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From Pilot to First on the Moon: Armstrong’s Start in Cleveland

Neil Armstrong standing in front of X-15.
Neil Armstrong poses with an X-15 Eagle after a 1960 test flight.

Fifty years ago, on July 20, 1969, Neil Armstrong became the first human to step onto the surface of the Moon. Armstrong instantly became an international hero, feted around the world with awards and parades. This American icon began his professional career at the Lewis Flight Propulsion Laboratory (now NASA Glenn) in Cleveland, Ohio.

In the spring of 1955, the former Navy pilot applied for a research pilot position with the NACA during his final semester at Purdue University. During an interview, Armstrong told Lewis recruiter Robert Graham, “I’ve wanted to be an NACA test pilot all my life.” The pilot’s earnestness and impressive qualifications led to an immediate offer. During his tenure at Lewis, Armstrong frequently co-piloted the lab’s F-82 Twin Mustang and C-47 Skytrain.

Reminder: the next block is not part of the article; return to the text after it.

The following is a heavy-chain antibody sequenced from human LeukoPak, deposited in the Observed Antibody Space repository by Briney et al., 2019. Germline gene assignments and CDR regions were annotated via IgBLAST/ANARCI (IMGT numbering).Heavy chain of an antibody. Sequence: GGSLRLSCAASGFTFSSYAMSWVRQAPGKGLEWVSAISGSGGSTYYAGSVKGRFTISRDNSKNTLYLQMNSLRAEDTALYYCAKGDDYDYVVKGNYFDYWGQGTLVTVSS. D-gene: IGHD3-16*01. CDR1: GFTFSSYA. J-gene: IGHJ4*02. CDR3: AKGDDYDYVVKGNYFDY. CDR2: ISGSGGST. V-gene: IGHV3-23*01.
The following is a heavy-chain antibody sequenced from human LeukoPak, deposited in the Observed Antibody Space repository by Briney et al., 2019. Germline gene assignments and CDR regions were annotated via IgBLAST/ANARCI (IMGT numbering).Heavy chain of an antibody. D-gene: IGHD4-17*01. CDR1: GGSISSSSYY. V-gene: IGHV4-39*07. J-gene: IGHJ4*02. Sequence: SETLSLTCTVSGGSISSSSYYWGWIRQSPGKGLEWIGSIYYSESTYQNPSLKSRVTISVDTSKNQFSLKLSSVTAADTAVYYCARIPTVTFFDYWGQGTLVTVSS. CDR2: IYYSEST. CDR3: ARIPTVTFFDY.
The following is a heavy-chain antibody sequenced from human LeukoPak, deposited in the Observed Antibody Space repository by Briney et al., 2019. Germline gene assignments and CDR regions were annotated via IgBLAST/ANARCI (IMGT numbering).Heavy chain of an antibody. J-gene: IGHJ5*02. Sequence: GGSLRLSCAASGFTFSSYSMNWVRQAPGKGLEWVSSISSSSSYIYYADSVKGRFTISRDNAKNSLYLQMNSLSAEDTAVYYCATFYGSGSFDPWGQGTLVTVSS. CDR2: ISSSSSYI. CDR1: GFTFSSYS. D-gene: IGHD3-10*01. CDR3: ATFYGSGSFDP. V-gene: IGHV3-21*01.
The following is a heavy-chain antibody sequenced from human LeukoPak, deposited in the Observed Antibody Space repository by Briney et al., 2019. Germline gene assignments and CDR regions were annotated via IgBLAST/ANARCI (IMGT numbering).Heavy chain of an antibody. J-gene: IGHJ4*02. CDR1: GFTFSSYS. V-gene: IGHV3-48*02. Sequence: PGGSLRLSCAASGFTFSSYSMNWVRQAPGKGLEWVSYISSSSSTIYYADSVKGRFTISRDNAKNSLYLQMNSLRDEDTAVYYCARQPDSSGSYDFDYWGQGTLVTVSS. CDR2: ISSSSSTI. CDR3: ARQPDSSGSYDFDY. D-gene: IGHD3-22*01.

In June, a position opened at the NACA’s High Speed Flight Station (today known as the Armstrong Flight Research Center), and Armstrong left Lewis. There he flew over 200 different types of aircraft, including the X-15. After participating in the Man in Space Soonest and Dynasoar projects, Armstrong joined NASA’s September 1962 astronaut class. The rest is history.

Two men looking at document in office.
Lewis’ Irving Pinkel (left) and Neil Armstrong were both elected into the American Institute of Aeronautics and Space on October 16, 1970. Pinkel hired Armstrong as a Lewis research pilot in 1955.

Additional Information:

Robert S. Arrighi​
NASA’s Glenn Research